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USFWS Proposes Changes to the Endangered Species Act

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The United States Fish and Wildlife Service has announced its plan to change the federal Endangered Species Act (ESA or the act) under the Trump Administration. This act outlines protections for endangered and threatened species. Changes to this act are likely to impact developers and listed species alike.

History of the Endangered Species Act

Congress passed the Endangered Species Act in 1973 to protect wildlife, plants, and habitat types at risk of becoming extinct. The act has aided in saving species, including iconic ones such as American alligators, humpback whales, North American brown bears, manatees, and bald eagles. However, one of the ESA’s mechanisms to protect threatened and endangered species is to limit development, which is controversial.

The United States Fish and Wildlife Service (FWS) and the National Marine Fisheries Service (NMFS)-together known as "the Services"-are responsible for administering the ESA. In July 2018, the Services proposed changes to the act that, if adopted, could impact your business.


Purpose of Changes to Endangered Species Act

The stated goals of the proposed changes are to promote clarity, efficiency, consistency, and best practices. Of course, the proposed changes have both supporters and critics and the public comment period for the revisions ends on September 24, 2018. If enacted, it is unclear how quickly the changes would go into effect, but it would likely be months, if not longer.

There are proposed changes to Part 4 and 4D, which are not covered here, that could change how agencies evaluate the threat levels for protected species. The proposed changes to Section 7 relate more to the consultation process and are discussed below. These changes potentially benefit businesses that must consult the EPA by imposing more deadlines on the Services and increasing cost-saving options for those seeking approval for their projects.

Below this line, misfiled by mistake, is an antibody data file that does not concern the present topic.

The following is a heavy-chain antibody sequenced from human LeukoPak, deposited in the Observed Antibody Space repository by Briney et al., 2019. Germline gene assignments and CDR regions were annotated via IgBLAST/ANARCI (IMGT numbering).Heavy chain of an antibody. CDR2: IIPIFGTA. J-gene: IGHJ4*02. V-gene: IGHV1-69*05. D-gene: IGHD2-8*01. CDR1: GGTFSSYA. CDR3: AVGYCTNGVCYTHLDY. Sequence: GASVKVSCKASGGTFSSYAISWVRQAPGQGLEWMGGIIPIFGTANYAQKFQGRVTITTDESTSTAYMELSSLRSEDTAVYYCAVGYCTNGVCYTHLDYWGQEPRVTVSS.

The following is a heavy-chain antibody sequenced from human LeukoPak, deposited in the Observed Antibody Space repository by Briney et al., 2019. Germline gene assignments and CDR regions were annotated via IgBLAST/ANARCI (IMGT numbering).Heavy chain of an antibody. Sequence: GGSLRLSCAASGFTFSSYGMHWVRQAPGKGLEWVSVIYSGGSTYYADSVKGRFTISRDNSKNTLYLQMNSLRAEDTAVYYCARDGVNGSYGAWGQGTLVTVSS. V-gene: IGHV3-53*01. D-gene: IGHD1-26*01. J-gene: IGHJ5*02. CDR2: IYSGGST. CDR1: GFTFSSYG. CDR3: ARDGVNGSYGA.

Shortening the Consultation Process

Section 7 of the act requires federal agencies to consult with the Services to make sure that any action they authorize, fund, or carry out is not likely to jeopardize the continued existence of an endangered or threatened species. Businesses with a project involving a federal agency must work with that agency to get the necessary approval.

The proposed changes could reduce the cost of consultations by shortening the consultation process. There is no deadline for the Services to complete an informal consultation, and formal consultation should be completed within 90 days. The Services are considering whether to add a 60-day deadline, subject to extension by mutual consent, to conclude informal consultations.

The proposed revisions also include a new provision titled "Expedited Consultations," which would offer opportunities to streamline consultation, particularly for actions that have minimal adverse effects or predictable effects based on previous consultation experience.

Clarifying Requirements

The proposed revisions further describe the information- commonly called the "initiation package"- required to initiate formal consultation. This change will help people know what information to submit when seeking project approval.